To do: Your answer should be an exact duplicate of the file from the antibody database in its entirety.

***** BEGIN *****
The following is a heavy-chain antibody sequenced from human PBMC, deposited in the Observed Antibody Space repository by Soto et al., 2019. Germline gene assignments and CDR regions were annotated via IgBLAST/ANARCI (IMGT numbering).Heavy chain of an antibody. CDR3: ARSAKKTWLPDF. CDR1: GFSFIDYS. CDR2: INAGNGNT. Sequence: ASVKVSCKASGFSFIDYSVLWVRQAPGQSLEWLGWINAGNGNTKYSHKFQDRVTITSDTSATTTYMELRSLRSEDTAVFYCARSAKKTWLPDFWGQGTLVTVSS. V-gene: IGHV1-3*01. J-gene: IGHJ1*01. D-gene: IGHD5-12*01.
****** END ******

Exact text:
The following is a heavy-chain antibody sequenced from human PBMC, deposited in the Observed Antibody Space repository by Soto et al., 2019. Germline gene assignments and CDR regions were annotated via IgBLAST/ANARCI (IMGT numbering).Heavy chain of an antibody. CDR3: ARSAKKTWLPDF. CDR1: GFSFIDYS. CDR2: INAGNGNT. Sequence: ASVKVSCKASGFSFIDYSVLWVRQAPGQSLEWLGWINAGNGNTKYSHKFQDRVTITSDTSATTTYMELRSLRSEDTAVFYCARSAKKTWLPDFWGQGTLVTVSS. V-gene: IGHV1-3*01. J-gene: IGHJ1*01. D-gene: IGHD5-12*01.